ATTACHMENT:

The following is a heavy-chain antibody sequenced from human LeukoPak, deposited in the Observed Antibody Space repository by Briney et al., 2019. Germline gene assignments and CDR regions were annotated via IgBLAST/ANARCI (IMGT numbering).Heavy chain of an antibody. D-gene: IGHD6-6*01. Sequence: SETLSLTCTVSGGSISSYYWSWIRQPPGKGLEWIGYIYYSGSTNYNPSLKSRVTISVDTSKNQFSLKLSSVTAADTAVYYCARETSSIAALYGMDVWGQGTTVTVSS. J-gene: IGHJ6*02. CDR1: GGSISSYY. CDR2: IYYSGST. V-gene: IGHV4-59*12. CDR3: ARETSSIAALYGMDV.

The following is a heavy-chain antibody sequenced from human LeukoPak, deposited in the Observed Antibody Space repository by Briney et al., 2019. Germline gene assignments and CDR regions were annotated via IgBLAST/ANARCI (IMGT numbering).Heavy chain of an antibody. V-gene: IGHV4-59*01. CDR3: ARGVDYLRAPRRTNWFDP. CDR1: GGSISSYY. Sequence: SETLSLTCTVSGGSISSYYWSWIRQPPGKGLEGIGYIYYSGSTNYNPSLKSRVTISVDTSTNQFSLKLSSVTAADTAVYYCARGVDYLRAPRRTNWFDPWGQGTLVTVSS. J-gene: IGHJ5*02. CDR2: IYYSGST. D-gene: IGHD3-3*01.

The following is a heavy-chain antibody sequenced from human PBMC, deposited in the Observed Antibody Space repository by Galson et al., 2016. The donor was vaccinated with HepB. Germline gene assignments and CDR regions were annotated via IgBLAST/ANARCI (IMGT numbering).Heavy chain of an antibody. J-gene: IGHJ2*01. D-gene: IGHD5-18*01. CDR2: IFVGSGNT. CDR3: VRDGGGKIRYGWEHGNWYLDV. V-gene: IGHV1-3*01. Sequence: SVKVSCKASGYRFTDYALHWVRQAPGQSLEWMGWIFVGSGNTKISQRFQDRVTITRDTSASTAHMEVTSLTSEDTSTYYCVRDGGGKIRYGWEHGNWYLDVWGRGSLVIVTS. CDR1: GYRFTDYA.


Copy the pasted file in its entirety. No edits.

The following is a heavy-chain antibody sequenced from human LeukoPak, deposited in the Observed Antibody Space repository by Briney et al., 2019. Germline gene assignments and CDR regions were annotated via IgBLAST/ANARCI (IMGT numbering).Heavy chain of an antibody. D-gene: IGHD6-6*01. Sequence: SETLSLTCTVSGGSISSYYWSWIRQPPGKGLEWIGYIYYSGSTNYNPSLKSRVTISVDTSKNQFSLKLSSVTAADTAVYYCARETSSIAALYGMDVWGQGTTVTVSS. J-gene: IGHJ6*02. CDR1: GGSISSYY. CDR2: IYYSGST. V-gene: IGHV4-59*12. CDR3: ARETSSIAALYGMDV.

The following is a heavy-chain antibody sequenced from human LeukoPak, deposited in the Observed Antibody Space repository by Briney et al., 2019. Germline gene assignments and CDR regions were annotated via IgBLAST/ANARCI (IMGT numbering).Heavy chain of an antibody. V-gene: IGHV4-59*01. CDR3: ARGVDYLRAPRRTNWFDP. CDR1: GGSISSYY. Sequence: SETLSLTCTVSGGSISSYYWSWIRQPPGKGLEGIGYIYYSGSTNYNPSLKSRVTISVDTSTNQFSLKLSSVTAADTAVYYCARGVDYLRAPRRTNWFDPWGQGTLVTVSS. J-gene: IGHJ5*02. CDR2: IYYSGST. D-gene: IGHD3-3*01.

The following is a heavy-chain antibody sequenced from human PBMC, deposited in the Observed Antibody Space repository by Galson et al., 2016. The donor was vaccinated with HepB. Germline gene assignments and CDR regions were annotated via IgBLAST/ANARCI (IMGT numbering).Heavy chain of an antibody. J-gene: IGHJ2*01. D-gene: IGHD5-18*01. CDR2: IFVGSGNT. CDR3: VRDGGGKIRYGWEHGNWYLDV. V-gene: IGHV1-3*01. Sequence: SVKVSCKASGYRFTDYALHWVRQAPGQSLEWMGWIFVGSGNTKISQRFQDRVTITRDTSASTAHMEVTSLTSEDTSTYYCVRDGGGKIRYGWEHGNWYLDVWGRGSLVIVTS. CDR1: GYRFTDYA.